Matthew 16:28
28 Verily I say unto you, There are some of them that stand here, who shall in no wise taste of death, till they see the Son of man coming in his kingdom.


Mark 9:1
1 Verily I say unto you, There are some here of them that stand by, who shall in no wise taste of death, till they see the kingdom of God come with power.


Luke 9:27
27 But I tell you of a truth, There are some of them that stand here, who shall in no wise taste of death, till they see the kingdom of God.


Returning to our text, what we’re seeing at Pentecost is the beginning of the Church, which is the Kingdom of Christ, as Peter himself indicates in our text, which I will repeat for you:


Acts 2:29-36
29 Brethren, I may say unto you freely of the patriarch David, that he both died and was buried, and his tomb is with us unto this day.
30 Being therefore a prophet, and knowing that God had sworn with an oath to him, that of the fruit of his loins he would set one upon his throne;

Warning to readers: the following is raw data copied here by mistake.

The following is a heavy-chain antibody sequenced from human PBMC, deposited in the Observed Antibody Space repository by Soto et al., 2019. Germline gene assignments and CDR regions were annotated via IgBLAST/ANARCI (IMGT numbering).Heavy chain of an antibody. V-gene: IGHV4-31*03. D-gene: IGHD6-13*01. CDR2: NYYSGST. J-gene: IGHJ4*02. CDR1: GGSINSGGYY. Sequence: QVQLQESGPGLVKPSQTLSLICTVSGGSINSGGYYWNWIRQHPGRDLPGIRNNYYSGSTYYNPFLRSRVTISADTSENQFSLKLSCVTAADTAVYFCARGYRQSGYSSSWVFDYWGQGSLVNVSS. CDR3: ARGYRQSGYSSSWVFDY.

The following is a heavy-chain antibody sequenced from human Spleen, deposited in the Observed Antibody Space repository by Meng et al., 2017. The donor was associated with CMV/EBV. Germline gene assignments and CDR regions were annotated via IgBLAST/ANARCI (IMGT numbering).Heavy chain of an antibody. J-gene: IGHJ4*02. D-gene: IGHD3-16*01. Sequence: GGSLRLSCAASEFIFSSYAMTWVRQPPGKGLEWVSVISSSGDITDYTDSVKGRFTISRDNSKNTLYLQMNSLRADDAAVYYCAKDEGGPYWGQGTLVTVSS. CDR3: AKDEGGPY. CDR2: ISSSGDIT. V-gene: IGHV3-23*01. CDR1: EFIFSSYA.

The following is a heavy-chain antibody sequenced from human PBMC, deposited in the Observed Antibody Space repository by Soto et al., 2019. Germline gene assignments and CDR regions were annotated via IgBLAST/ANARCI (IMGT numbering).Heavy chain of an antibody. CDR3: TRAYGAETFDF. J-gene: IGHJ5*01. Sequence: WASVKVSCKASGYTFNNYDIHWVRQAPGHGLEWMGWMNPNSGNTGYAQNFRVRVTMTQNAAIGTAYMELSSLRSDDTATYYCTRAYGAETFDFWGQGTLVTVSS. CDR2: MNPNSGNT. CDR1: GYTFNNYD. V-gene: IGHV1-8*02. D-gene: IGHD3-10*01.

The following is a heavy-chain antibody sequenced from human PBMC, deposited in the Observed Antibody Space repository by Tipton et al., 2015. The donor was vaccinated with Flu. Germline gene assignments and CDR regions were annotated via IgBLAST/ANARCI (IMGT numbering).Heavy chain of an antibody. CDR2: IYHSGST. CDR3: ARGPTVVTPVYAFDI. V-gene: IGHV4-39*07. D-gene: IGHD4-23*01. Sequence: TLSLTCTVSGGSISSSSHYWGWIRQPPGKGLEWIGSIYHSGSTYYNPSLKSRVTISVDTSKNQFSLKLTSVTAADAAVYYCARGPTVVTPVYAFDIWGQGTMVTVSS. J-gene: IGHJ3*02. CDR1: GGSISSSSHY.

31 he foreseeing this spake of the resurrection of the Christ, that neither was he left unto Hades, nor did his flesh see corruption.
32 This Jesus did God raise up, whereof we all are witnesses.
33 Being therefore by the right hand of God exalted, and having received of the Father the promise of the Holy Spirit, he hath poured forth this, which ye see and hear.
34 For David ascended not into the heavens: but he saith himself, The Lord said unto my Lord, Sit thou on my right hand,
35 Till I make thine enemies the footstool of thy feet.